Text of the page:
(p. B2) Sadly, it does appear that being flawed in one area may help in others. In an article in The Atlantic titled “Why It Pays to Be a Jerk,” the author Jerry Useem quotes several studies that show that nice guys don’t usually win. Donald Hambrick, a management professor at Penn State, told the magazine, “To the extent that innovation and risk-taking are in short supply in the corporate world, narcissists are the ones who are going to step up to the plate.”
Not everyone thinks Jobs was a jerk. Eddy Cue, Apple’s senior vice president for Internet software and services, wrote on Twitter that he felt the Gibney film was “an inaccurate and meanspirited view of my friend. It’s not a reflection of the Steve I knew.”
But the black hat-white hat version of Jobs may be too confining.
In a fascinating interview last year with Graydon Carter of Vanity Fair, Jonathan Ive, Apple’s famed designer and longtime friend of Jobs, recounted a telling story. He remembered a time when Jobs had been tough — too tough, in Mr. Ive’s estimation — on his team. Mr. Ive pulled him aside and told him to be bit nicer. “Well, why?” Jobs replied. “Because I care about the team,” Mr. Ive responded. “And he said this brutally, brilliantly insightful thing, which was, ‘No, Jony, you’re just really vain,’ ” Mr. Ive recalled. “He said, ‘You just want people to like you, and I’m surprised at you because I thought you really held the work up as the most important, not how you believed you were perceived by other people.’ ”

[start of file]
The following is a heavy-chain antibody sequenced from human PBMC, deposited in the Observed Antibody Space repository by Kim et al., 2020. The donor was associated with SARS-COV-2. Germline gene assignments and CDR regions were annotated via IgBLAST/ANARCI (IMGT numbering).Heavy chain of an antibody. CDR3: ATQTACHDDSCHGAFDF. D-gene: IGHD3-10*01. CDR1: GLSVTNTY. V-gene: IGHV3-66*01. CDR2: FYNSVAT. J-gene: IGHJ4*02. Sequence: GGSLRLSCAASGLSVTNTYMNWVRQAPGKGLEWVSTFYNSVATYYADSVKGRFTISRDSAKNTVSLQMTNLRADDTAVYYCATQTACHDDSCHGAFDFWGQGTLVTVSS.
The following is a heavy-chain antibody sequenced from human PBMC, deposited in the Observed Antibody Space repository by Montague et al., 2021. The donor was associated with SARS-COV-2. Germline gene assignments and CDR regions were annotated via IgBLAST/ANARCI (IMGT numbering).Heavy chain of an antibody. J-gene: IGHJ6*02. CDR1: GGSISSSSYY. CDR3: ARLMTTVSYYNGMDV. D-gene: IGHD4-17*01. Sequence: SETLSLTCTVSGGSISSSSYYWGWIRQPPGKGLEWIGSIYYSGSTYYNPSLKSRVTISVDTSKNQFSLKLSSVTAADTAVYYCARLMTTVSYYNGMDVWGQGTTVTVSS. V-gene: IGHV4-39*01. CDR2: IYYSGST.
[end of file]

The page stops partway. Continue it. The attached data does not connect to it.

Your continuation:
That story and the documentary left me with me with two questions: Would you rather do something extraordinary that benefits the lives of millions of people? Or be liked by several hundred? And does it have to be an either-or question?
The answer, like Jobs, is complicated.
For the full commentary, see:
Andrew Ross Sorkin. “Decoding Steve Jobs, in Life and on Film.” The New York Times (Tues., SEPT. 8, 2015): B1-B2.
(Note: the online version of the commentary has the date SEPT. 7, 2015.)